Tuesday, April 28, 2009


Loose thoughts by Bjorn Landfeldt

I noticed today that NICTA (a research institute here in Australia) uses some interesting terminology to specify how its research should be categorised. NICTA is following a model proposed by Donald Stokes where the term used is 'used-inspired basic research'. The analogy is 4 quadrants where in one dimension there is scientific advancement and in the other application or usefulness. The 4 quadranta then have a yes or no along the two columns or rows. In one quadrant there is yes-advancing knowledge and no-no practical application called the Bohr quadrant, in another there is no, does not advance knowledge and yes-practical application called the Edison quadrant. In the third useful quadrant (the no,no is not particularly interesting but can often be seen in grant applications) we find Louis Pasteur who made foundational contributions as well as gave us nice and bacteria free milk. The Pasteur quadrant represents the 'use-inspired basic research', fair enough.

However, stumbling across the NICTA entry on wikipedia, I find that the organisation is muddying the waters a bit. They talk about 'pure basic research' and 'pure applied research' as well. OK so now we have what the rest of the world uses, 'pure, basic or foundational research' and 'applied research' as well as the Stokes' 'use-inspired pure research' as well as the NICTA 'pure basic research' and 'pure applied research'. I believe seeking to prove that it is possible to prove P=NP if indeed it holds true should be regarded as 'applied basic pure research' because it is useful to know that a proof can be found if indeed it holds true that it is so and that is applied, but the proof itself (if it indeed is true) is to be regarded as F***ing pure basic for most people.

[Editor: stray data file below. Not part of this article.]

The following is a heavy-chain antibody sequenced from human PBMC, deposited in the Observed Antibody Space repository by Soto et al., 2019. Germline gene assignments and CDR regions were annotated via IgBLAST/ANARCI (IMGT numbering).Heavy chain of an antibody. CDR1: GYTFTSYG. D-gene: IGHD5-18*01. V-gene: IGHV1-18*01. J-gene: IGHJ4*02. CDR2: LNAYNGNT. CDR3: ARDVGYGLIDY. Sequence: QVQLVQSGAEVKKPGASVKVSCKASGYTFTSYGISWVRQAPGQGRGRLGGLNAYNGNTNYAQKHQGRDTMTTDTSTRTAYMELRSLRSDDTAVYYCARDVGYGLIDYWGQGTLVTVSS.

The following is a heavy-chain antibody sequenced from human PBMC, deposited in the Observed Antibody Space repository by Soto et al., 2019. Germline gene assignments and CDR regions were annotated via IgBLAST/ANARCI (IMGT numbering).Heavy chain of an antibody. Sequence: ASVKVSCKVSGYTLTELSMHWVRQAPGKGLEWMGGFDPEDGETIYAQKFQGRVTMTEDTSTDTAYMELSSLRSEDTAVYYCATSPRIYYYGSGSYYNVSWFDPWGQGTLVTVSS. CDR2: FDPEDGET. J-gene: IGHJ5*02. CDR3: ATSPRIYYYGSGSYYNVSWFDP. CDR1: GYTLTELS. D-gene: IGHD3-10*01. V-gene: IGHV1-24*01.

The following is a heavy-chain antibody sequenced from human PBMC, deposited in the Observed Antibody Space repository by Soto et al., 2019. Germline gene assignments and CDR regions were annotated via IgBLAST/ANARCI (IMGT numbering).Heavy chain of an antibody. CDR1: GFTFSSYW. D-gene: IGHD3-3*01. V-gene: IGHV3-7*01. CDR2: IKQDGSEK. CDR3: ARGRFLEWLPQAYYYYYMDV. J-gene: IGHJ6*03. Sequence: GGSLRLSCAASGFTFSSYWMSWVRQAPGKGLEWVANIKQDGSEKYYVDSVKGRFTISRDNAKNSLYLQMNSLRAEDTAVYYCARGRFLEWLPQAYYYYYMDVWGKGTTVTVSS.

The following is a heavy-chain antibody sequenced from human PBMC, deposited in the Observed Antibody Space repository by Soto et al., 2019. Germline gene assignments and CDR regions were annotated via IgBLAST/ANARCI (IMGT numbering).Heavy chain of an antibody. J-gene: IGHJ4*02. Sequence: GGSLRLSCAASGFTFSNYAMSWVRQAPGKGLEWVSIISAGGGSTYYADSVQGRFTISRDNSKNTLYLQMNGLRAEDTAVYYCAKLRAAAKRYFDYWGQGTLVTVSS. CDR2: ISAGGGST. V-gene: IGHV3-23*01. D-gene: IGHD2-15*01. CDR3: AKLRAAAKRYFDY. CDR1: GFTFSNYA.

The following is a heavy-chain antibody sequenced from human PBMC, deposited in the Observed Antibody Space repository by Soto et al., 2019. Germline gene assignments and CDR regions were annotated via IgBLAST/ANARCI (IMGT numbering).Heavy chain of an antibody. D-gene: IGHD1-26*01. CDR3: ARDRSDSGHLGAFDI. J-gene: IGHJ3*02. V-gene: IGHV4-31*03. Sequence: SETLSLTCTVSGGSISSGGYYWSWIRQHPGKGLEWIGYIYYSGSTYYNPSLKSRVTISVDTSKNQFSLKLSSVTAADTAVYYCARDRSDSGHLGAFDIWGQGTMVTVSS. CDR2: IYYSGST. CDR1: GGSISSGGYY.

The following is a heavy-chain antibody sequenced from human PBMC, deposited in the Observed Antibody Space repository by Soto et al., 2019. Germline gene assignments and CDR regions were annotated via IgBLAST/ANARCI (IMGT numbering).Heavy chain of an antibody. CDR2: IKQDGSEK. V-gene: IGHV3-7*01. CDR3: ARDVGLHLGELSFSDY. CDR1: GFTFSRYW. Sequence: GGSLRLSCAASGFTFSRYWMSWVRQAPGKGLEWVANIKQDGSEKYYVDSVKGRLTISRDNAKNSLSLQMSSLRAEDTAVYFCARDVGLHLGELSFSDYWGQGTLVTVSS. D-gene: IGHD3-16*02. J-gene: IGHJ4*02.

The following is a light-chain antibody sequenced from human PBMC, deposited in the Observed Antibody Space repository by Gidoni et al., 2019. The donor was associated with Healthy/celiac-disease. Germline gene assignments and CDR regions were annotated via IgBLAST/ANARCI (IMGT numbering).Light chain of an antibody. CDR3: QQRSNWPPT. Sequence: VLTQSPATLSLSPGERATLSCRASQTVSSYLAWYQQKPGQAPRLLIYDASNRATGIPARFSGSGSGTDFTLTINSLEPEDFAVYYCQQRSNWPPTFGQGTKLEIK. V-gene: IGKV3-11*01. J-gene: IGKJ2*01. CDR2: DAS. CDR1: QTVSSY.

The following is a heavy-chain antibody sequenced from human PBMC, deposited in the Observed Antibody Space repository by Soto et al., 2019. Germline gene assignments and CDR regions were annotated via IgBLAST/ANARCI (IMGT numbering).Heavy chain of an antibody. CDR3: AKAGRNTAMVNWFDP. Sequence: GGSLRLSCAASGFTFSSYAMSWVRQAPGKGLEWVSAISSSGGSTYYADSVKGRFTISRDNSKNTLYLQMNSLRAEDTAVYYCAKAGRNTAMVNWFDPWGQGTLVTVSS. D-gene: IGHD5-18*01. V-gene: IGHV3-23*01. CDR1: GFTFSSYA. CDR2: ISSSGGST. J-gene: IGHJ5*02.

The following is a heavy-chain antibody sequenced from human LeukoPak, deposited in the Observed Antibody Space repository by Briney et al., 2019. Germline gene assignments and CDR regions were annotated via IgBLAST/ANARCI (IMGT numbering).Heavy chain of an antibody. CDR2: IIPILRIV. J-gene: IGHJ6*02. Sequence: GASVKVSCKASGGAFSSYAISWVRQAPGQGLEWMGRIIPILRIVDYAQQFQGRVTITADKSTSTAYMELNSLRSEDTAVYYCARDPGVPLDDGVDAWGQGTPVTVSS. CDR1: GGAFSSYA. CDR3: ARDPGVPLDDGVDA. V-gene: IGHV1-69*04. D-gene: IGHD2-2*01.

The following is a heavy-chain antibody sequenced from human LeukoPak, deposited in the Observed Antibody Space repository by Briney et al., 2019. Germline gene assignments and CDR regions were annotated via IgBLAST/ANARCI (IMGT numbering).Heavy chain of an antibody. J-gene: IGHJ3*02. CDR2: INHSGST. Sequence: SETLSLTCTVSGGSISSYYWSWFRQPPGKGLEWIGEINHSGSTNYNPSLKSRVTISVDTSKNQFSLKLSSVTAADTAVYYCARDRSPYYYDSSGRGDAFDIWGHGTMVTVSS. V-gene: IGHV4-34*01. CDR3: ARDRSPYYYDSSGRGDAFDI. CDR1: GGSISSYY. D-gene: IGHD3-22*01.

It should also be made known that proving that it is possible to construct a pair of shoes that will not wear out for at least 10.000 km of normal walk so that it is possible to investigate the effects on human psyche having to walk for that long, should be regarded as 'pure applied use-inspired basic research'.

Now back to that 'no,no' grant application..

Wednesday, April 8, 2009

Public lecure video

Loose thoughts by Bjorn Landfeldt

Last Friday I gave a public seminar on the proposed filtering of the Internet by the Australian government. A video of the talk is now available on the school of IT web site. The current version is mp4 encoded, flash video will come later.

Update, an embedded flash version is now available here.

Tuesday, April 7, 2009

Interesting NBN news

Loose thoughts by Bjorn Landfeldt

The government should be congratulated on the courageous plan to build a government/industry funded broadband network as announced earlier today. Coming from outside Australia and seeing the close to monopoly position Telstra currently have one may wonder why this has not happened before. Perhaps now we can get SIP pops and IPTV plus video on demand like civilised countries. This will inevitably open up opportunities for innovation and service roll out in Australia. If the government combine the one laptop per child, NBN and a building policy that each home should have at least one networked computer as minimum standard as is the case in countries such as Sweden, perhaps Australia will be able to embrace this crazy thing called the Internet and start to take advantage of its enabling powers and information distribution capabilities.

One worry though; if the government owns the national backbone, wouldn't that be the perfect place for content filters? This way the government fully control the Internet and will not have to deal with irritating and questioning ISPs. THey don't even need to tell the general public they are doing it, shhhhhhh.